Murphey has attributed the song’s origins to Native American legends re-told by his grandfather “about a horse that could never be captured, and that horse represented freedom and escape.” Enlarging on those themes, Murphey’s take “is very much about escaping hard times.” The lyrics came to Murphey in a dream about a girl and her white horse who both disappeared when a “killing frost” became a blizzard. The song’s narrator, a disillusioned homesteader whose crop may have been ruined by “an early snow,” listens to a hoot owl’s howling nearby for six nights and surmises the girl and ghost horse are coming for him.

While the lyrics are memorable, intro and outro piano music bookend the haunting story. Most people have not heard that mystical framework, unless they listened to the album version; the piano sections were trimmed for radio play.

Enjoy this video of the untrimmed song!







“V” is for “‘Vette”

When I was very young, the only thing I knew about cars was, my father had a Ford and my next-door friend’s father had a Chevrolet. The Chevy was much snazzier than our Ford. Their car was bought for its flash; ours, for safety. The Ford’s back doors could be locked with a latch on the outside, so if a child pulled up the inside lock and pulled the handle, the door couldn’t be opened. (In fact, I’m not even sure the back doors had inside handles.) Apparently, in those days, no one considered how we’d get out in the case of a real emergency.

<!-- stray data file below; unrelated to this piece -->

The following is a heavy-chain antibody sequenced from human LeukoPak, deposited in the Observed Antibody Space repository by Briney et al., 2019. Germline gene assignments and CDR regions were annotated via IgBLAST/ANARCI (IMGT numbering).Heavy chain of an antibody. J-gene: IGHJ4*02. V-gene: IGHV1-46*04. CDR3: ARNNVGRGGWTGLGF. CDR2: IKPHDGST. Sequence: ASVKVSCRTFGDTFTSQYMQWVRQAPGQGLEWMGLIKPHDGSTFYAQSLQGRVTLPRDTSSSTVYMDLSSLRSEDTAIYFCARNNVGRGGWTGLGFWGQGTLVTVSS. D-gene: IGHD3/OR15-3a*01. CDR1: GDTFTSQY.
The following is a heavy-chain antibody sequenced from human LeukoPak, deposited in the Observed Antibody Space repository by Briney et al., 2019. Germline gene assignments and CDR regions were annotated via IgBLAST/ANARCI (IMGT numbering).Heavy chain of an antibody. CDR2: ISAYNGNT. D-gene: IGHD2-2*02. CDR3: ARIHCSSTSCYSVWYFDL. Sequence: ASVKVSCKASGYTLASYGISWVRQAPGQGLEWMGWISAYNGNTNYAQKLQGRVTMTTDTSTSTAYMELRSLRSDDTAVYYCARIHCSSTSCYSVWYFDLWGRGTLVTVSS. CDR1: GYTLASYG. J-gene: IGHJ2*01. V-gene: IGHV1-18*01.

Cars remained mere transportation for me until I was in my early teens. I had been visiting Rhode Island relatives and, unbeknownst to me, my mother and aunt arranged for a cousin’s fiance to drive me home to Connecticut on his way back to New York. When he pulled up in his white Corvette, I fell in love. With the car, of course. Black leather bucket seats. Barely muffled powerful engine. For the entire two hour drive, I asked him to go faster, and he repeatedly explained the promises he had made to my mother and to his future mother-in-law that he would drive safely. He informed me that, despite the ‘Vette’s well-earned reputation for speed and power, its fiberglass body actually made it quite fragile. He assured me if we were to have an accident, the car would split in two. We’d die instantly; if not, however, my parents would kill him. Ah well.